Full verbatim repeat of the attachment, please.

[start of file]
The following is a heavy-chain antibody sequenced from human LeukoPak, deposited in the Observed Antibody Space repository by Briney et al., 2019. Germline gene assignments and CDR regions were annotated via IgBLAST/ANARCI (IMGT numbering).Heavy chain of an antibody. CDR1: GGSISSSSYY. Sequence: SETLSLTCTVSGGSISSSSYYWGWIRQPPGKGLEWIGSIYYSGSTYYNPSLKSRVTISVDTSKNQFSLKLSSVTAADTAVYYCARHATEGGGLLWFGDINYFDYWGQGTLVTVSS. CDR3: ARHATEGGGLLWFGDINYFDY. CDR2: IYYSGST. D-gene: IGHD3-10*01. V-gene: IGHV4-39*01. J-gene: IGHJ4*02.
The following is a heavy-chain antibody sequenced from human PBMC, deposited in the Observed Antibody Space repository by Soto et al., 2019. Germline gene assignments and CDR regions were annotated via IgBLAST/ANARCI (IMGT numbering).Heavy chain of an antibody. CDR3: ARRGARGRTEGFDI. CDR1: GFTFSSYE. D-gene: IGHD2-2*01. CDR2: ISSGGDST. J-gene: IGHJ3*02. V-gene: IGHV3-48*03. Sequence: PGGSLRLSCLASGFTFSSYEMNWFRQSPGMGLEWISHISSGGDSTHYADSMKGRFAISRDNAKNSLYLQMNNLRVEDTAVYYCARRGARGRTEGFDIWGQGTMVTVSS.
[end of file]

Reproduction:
The following is a heavy-chain antibody sequenced from human LeukoPak, deposited in the Observed Antibody Space repository by Briney et al., 2019. Germline gene assignments and CDR regions were annotated via IgBLAST/ANARCI (IMGT numbering).Heavy chain of an antibody. CDR1: GGSISSSSYY. Sequence: SETLSLTCTVSGGSISSSSYYWGWIRQPPGKGLEWIGSIYYSGSTYYNPSLKSRVTISVDTSKNQFSLKLSSVTAADTAVYYCARHATEGGGLLWFGDINYFDYWGQGTLVTVSS. CDR3: ARHATEGGGLLWFGDINYFDY. CDR2: IYYSGST. D-gene: IGHD3-10*01. V-gene: IGHV4-39*01. J-gene: IGHJ4*02.
The following is a heavy-chain antibody sequenced from human PBMC, deposited in the Observed Antibody Space repository by Soto et al., 2019. Germline gene assignments and CDR regions were annotated via IgBLAST/ANARCI (IMGT numbering).Heavy chain of an antibody. CDR3: ARRGARGRTEGFDI. CDR1: GFTFSSYE. D-gene: IGHD2-2*01. CDR2: ISSGGDST. J-gene: IGHJ3*02. V-gene: IGHV3-48*03. Sequence: PGGSLRLSCLASGFTFSSYEMNWFRQSPGMGLEWISHISSGGDSTHYADSMKGRFAISRDNAKNSLYLQMNNLRVEDTAVYYCARRGARGRTEGFDIWGQGTMVTVSS.